Covid passports: Matthew Wright hits out at lateral flow tests
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Lateral flow device testing (also known as LFDs or rapid antigen tests) can provide results in as little as 30 minutes. Two free lateral flow tests a week will soon be available to everyone in England, whether or not you have symptoms of coronavirus. The government said that, alongside the rollout of the vaccine, regular testing is “at the heart of plans to reopen society and the economy”.
How can you access your free tests?
The government said lateral flow tests will be available through:
- The ‘Pharmacy Collect’ scheme, a new service in which people over-18s without symptoms can visit a local pharmacy and collect a box of seven rapid tests
- Ordering online and delivered to the home
- Workplace testing on-site or at home
- Community testing to be offered by all local authorities
- Collection at a local PCR test site during specific test collection time windows
- Testing on-site at schools and colleges
You can check where your closest lateral flow test site is HERE.
But how reliable are lateral flow tests?
While the health secretary said the increase in LFDs will stamp out any outbreaks as lockdown is eased, critics have said the programme could be a waste of money.
With lateral flow tests, you still have to swab the nose and throat, but the swab is dipped in a fluid which is then dropped onto a plastic device, a little bit like a pregnancy test.
One line will appear on a paper strip showing the test has worked, a second line will show if you have the virus.
These tests, while thought to spot the majority of the most infectious cases, are less sensitive and can miss cases of the virus, as well as providing false positives.
A major review published at the end of March concluded that lateral flow testing was too inaccurate to be used in mass screening.
However, the government said they are useful in identifying the most contagious cases and therefore driving down the disease.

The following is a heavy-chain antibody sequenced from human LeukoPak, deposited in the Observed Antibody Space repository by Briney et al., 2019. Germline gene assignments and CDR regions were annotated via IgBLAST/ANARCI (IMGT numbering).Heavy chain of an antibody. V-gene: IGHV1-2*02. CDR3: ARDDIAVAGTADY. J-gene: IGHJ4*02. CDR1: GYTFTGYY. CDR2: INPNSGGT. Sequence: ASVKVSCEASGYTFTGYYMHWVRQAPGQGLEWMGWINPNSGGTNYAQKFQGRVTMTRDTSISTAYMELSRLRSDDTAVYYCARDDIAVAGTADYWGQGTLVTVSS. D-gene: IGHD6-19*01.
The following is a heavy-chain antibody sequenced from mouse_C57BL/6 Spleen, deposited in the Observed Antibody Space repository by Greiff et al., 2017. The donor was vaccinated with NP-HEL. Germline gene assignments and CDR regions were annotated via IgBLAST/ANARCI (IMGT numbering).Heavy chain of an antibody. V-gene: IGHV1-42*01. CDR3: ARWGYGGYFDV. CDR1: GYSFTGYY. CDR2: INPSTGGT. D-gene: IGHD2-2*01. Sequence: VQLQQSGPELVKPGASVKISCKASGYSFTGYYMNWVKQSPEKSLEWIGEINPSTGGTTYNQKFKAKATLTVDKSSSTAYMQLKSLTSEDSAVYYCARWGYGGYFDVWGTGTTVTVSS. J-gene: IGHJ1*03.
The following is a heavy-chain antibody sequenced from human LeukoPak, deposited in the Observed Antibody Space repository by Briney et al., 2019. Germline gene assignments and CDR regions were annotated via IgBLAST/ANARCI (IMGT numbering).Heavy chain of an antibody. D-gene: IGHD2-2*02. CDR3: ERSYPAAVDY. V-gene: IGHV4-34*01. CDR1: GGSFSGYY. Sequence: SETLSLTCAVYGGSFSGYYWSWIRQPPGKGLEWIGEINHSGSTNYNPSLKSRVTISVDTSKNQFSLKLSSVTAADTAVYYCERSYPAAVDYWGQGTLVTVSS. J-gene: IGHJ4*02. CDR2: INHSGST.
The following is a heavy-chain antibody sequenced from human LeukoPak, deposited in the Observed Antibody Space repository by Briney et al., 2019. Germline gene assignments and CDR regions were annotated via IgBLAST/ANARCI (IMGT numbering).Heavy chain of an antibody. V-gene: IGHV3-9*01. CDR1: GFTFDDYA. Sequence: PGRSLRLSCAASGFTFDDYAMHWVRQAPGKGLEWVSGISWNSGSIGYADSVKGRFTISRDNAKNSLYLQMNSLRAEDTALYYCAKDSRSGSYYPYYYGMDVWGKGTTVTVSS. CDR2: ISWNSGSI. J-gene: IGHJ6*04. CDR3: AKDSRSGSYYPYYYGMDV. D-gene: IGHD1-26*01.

Number 10 said: “Lateral flow tests used by the UK government go through a rigorous evaluation by the country’s leading scientists.
“This means they are accurate, reliable and successfully identify those with COVID-19 who don’t show symptoms and could spread the virus without realising.”
Health Secretary Matt Hancock said: “Around one in three people who have COVID-19 show no symptoms, and as we reopen society and resume parts of life we have missed, regular rapid testing is going to be fundamental in helping us quickly spot positive cases and squash any outbreaks.”
However, critics have said the prevalence of false positives creates bigger problems.
Allyson Pollock, professor of public health at Newcastle University, said: “Mass testing is a scandalous waste of money.
“When the prevalence rate of coronavirus falls as low as it is at the moment then an increasing proportion of cases are likely to be false positives meaning that cases and contacts will self isolate unnecessarily.”
Denis Kinane, Chief Medical Officer at Cignpost Diagnostics, told Express.co.uk the only truly reliable test is the PCR (Polymerase Chain Reaction).
He said: “[PCR] is the only test that gives you almost 100 percent certainty about whether you have the Covid virus or not.”
Mr Kinane added that we “all want to get back to normality as fast as possible” but it’s important to wait until we can do so safely.
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